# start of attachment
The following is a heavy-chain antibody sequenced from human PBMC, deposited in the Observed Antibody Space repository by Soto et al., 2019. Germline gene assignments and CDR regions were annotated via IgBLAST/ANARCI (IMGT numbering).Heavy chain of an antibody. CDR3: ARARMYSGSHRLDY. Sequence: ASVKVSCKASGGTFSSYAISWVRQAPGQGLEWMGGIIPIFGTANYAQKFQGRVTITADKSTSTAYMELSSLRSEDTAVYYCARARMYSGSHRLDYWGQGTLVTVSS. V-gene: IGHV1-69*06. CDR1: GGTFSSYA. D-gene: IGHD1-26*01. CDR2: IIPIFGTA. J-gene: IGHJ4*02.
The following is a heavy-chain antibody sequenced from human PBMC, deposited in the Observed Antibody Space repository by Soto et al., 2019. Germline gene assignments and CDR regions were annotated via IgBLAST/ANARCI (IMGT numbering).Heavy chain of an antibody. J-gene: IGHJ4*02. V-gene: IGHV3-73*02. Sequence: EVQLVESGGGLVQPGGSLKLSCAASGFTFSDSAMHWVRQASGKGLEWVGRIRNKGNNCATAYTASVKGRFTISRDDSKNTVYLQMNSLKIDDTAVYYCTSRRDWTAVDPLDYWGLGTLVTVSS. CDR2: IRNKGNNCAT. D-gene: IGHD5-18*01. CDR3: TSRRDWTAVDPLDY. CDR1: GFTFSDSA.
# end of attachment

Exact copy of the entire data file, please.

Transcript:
The following is a heavy-chain antibody sequenced from human PBMC, deposited in the Observed Antibody Space repository by Soto et al., 2019. Germline gene assignments and CDR regions were annotated via IgBLAST/ANARCI (IMGT numbering).Heavy chain of an antibody. CDR3: ARARMYSGSHRLDY. Sequence: ASVKVSCKASGGTFSSYAISWVRQAPGQGLEWMGGIIPIFGTANYAQKFQGRVTITADKSTSTAYMELSSLRSEDTAVYYCARARMYSGSHRLDYWGQGTLVTVSS. V-gene: IGHV1-69*06. CDR1: GGTFSSYA. D-gene: IGHD1-26*01. CDR2: IIPIFGTA. J-gene: IGHJ4*02.
The following is a heavy-chain antibody sequenced from human PBMC, deposited in the Observed Antibody Space repository by Soto et al., 2019. Germline gene assignments and CDR regions were annotated via IgBLAST/ANARCI (IMGT numbering).Heavy chain of an antibody. J-gene: IGHJ4*02. V-gene: IGHV3-73*02. Sequence: EVQLVESGGGLVQPGGSLKLSCAASGFTFSDSAMHWVRQASGKGLEWVGRIRNKGNNCATAYTASVKGRFTISRDDSKNTVYLQMNSLKIDDTAVYYCTSRRDWTAVDPLDYWGLGTLVTVSS. CDR2: IRNKGNNCAT. D-gene: IGHD5-18*01. CDR3: TSRRDWTAVDPLDY. CDR1: GFTFSDSA.